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General Motors (GM) went through bankruptcy in 2009. Their infamous ignition switch problem affected some vehicles made before that date, but GM didn’t feel they should be liable for claims brought by plaintiffs who owned vehicles made prior to the bankruptcy.

The company filed an appeal to block these lawsuits from continuing, but the U.S. Supreme Court recently refused to hear it. Now those lawsuits will be allowed to move forward in various courts across the country.

The ignition switch defect has been linked to at least 124 deaths and over 200 injuries.

Supreme Court Refuses to Hear GM Appeal

According to CNBC, the Supreme Court declined to review a previous ruling that stated GM was liable for claims made prior to its bankruptcy in 2009. GM had argued that their bankruptcy sale cleared them of former liabilities. The company also noted that it already made payments to more than 100 of these pre-bankruptcy claimants through its compensation fund, which paid out nearly $600 million to individuals and their families.

A federal appeals court ruled last year that GM could not escape pre-bankruptcy claims, and the Supreme Court recently refused to examine the case. The reasoning: Plaintiffs were not informed of the defect prior to the bankruptcy filing, and were therefore, unable to take action to recover damages until after the bankruptcy took place.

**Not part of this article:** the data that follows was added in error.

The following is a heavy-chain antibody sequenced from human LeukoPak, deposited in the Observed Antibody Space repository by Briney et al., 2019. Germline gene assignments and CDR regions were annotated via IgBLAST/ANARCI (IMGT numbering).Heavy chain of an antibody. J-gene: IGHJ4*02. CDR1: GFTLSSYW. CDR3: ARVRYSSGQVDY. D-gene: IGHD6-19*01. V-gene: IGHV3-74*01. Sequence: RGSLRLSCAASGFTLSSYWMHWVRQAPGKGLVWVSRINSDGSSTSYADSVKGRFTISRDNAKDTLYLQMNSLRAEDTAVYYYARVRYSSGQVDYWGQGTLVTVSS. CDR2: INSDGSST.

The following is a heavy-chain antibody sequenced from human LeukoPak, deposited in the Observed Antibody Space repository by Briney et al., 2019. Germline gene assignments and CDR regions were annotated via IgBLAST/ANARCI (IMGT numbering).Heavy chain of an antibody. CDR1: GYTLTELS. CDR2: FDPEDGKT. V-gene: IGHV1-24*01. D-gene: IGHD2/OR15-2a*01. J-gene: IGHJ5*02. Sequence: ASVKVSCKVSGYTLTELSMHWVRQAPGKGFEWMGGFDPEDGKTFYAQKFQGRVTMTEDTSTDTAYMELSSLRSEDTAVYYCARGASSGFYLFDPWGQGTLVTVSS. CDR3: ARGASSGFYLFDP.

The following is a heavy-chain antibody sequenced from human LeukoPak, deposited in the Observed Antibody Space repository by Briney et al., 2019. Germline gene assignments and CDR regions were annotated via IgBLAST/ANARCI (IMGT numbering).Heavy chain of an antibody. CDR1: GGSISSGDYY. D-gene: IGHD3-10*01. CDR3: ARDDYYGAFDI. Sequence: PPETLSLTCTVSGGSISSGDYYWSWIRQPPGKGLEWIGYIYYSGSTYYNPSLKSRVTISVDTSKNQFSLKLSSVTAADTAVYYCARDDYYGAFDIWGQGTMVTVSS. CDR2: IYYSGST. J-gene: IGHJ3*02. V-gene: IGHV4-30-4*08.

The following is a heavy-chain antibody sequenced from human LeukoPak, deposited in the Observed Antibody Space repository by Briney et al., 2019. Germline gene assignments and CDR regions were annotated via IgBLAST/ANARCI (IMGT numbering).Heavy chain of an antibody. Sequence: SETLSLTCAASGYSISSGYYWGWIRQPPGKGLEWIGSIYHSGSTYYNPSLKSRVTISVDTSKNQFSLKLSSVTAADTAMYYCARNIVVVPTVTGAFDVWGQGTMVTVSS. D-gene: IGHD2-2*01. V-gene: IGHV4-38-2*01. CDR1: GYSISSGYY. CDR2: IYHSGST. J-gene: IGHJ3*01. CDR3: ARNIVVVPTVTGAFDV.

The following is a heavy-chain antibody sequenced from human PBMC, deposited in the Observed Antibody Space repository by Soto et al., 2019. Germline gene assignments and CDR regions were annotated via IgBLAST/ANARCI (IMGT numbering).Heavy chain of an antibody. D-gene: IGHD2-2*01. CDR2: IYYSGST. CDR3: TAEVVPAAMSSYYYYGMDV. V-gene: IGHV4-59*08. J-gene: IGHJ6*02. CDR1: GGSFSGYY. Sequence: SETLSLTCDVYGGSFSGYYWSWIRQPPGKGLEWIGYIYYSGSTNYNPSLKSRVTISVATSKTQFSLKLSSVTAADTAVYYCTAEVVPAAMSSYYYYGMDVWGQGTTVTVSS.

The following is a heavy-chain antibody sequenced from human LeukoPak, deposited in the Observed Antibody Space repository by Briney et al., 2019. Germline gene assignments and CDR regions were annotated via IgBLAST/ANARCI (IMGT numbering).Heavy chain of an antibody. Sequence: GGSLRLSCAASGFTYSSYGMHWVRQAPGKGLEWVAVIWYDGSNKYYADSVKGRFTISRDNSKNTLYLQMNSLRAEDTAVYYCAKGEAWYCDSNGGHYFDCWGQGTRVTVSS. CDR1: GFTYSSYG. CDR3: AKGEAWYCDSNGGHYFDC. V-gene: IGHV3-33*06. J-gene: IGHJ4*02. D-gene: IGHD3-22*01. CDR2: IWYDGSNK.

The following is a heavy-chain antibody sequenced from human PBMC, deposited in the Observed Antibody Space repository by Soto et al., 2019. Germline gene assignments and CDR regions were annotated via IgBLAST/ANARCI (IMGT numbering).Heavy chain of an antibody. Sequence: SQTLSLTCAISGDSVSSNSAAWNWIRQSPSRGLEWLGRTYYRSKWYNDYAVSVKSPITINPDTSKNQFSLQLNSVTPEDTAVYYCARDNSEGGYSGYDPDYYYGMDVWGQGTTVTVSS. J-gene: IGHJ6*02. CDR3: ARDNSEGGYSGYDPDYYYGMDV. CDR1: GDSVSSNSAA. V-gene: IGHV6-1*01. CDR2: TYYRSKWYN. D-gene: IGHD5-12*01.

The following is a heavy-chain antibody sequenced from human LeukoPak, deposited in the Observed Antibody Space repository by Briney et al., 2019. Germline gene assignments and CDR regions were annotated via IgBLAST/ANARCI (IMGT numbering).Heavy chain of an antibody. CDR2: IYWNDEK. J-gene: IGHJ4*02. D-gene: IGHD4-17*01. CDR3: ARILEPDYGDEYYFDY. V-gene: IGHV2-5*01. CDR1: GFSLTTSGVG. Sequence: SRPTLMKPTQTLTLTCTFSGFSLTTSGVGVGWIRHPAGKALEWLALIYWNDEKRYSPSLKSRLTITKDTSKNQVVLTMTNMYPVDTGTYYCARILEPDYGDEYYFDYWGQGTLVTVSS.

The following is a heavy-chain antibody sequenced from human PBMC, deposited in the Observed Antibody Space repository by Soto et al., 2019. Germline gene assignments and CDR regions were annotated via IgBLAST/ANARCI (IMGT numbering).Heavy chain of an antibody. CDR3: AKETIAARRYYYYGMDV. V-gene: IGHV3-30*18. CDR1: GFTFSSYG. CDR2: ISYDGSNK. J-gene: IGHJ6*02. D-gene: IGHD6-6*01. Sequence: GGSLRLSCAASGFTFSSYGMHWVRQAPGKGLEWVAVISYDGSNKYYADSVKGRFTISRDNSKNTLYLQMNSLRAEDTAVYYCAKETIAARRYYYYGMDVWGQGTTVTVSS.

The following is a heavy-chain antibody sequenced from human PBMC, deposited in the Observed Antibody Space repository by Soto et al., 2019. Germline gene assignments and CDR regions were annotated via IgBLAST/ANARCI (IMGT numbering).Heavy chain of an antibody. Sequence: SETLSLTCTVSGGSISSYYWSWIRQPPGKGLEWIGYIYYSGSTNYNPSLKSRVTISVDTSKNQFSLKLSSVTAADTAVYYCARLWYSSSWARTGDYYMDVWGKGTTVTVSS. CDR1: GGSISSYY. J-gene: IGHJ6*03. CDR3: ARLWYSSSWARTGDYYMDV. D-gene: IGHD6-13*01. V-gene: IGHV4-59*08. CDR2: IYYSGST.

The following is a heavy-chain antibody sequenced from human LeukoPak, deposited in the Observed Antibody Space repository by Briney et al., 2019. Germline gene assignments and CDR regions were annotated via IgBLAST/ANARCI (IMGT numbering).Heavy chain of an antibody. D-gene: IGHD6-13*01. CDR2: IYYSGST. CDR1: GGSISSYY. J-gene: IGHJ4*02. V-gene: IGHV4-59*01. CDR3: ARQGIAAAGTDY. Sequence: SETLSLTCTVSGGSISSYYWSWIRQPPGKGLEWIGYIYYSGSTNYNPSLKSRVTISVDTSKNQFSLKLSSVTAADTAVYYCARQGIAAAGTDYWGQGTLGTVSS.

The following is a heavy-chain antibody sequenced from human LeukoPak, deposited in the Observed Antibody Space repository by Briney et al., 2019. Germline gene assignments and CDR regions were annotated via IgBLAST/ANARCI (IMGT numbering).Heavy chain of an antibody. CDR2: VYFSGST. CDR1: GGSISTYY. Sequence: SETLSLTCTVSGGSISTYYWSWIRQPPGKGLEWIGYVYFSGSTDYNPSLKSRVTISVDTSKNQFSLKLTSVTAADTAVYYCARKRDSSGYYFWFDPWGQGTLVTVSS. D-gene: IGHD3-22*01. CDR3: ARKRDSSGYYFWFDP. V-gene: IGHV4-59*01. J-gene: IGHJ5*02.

The Supreme Court’s ruling means that a number of claims that have been held in limbo may now move forward. The claims are likely to include those related to personal injuries and wrongful death, as well as to the diminished value of GM vehicles affected by the ignition switch recalls.

Plaintiffs Claims So Far Unheard on Older GM Vehicles

At the center of this issue are the Chevrolet Cobalts and Saturn Ions made in 2002 and 2003. It is in these pre-bankruptcy vehicles that the ignition switch problem first started to show up. In some cases, the ignition switch could turn off without warning, robbing the brakes, steering, and airbags of power. If this occurred during an accident, the airbags would likely not deploy, increasing the risk of serious injury and even death for the driver and other occupants.

In 2015, a U.S. bankruptcy judge ruled that GM was not liable for actions filed on vehicles made prior to 2009. That ruling was later reversed in the 2nd Circuit, and now that ruling will remain after the Supreme Court refused to hear GM’s appeal.

GM was allegedly aware of the defect for over a decade before they finally started to take any sort of meaningful action. As a result of the federal investigation and a number of lawsuits, GM had to pay $2 billion in criminal and civil penalties and settlements. They started recalling vehicles at risk for the ignition switch defect in 2014 and recalled about 2.6 million vehicles total in the U.S.

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